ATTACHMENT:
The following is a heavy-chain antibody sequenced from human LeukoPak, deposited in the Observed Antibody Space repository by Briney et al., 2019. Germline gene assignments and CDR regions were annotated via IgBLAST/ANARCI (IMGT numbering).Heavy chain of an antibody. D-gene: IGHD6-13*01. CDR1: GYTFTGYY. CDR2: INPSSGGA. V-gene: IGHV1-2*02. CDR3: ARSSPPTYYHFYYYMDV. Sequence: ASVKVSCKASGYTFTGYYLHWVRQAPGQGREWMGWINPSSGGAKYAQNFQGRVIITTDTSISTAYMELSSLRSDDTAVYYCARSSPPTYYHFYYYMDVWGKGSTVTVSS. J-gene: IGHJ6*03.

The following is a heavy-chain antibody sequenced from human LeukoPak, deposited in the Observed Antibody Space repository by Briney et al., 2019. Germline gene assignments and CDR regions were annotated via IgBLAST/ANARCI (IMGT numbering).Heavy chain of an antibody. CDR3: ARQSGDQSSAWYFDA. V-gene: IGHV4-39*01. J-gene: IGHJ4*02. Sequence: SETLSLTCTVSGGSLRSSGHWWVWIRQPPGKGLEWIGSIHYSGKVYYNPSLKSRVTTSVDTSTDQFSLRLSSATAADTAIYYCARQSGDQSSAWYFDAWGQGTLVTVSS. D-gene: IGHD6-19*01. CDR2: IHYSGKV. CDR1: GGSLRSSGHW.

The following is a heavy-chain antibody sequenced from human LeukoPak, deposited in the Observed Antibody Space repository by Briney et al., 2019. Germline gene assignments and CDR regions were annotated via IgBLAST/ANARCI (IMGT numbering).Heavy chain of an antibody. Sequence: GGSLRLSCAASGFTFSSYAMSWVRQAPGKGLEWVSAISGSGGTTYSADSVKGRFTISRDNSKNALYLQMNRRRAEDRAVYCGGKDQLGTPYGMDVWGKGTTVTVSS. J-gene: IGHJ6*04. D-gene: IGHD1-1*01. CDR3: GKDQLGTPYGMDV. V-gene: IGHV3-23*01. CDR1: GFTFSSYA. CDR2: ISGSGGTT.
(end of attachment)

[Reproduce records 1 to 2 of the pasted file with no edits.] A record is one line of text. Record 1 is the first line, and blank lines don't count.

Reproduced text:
The following is a heavy-chain antibody sequenced from human LeukoPak, deposited in the Observed Antibody Space repository by Briney et al., 2019. Germline gene assignments and CDR regions were annotated via IgBLAST/ANARCI (IMGT numbering).Heavy chain of an antibody. D-gene: IGHD6-13*01. CDR1: GYTFTGYY. CDR2: INPSSGGA. V-gene: IGHV1-2*02. CDR3: ARSSPPTYYHFYYYMDV. Sequence: ASVKVSCKASGYTFTGYYLHWVRQAPGQGREWMGWINPSSGGAKYAQNFQGRVIITTDTSISTAYMELSSLRSDDTAVYYCARSSPPTYYHFYYYMDVWGKGSTVTVSS. J-gene: IGHJ6*03.

The following is a heavy-chain antibody sequenced from human LeukoPak, deposited in the Observed Antibody Space repository by Briney et al., 2019. Germline gene assignments and CDR regions were annotated via IgBLAST/ANARCI (IMGT numbering).Heavy chain of an antibody. CDR3: ARQSGDQSSAWYFDA. V-gene: IGHV4-39*01. J-gene: IGHJ4*02. Sequence: SETLSLTCTVSGGSLRSSGHWWVWIRQPPGKGLEWIGSIHYSGKVYYNPSLKSRVTTSVDTSTDQFSLRLSSATAADTAIYYCARQSGDQSSAWYFDAWGQGTLVTVSS. D-gene: IGHD6-19*01. CDR2: IHYSGKV. CDR1: GGSLRSSGHW.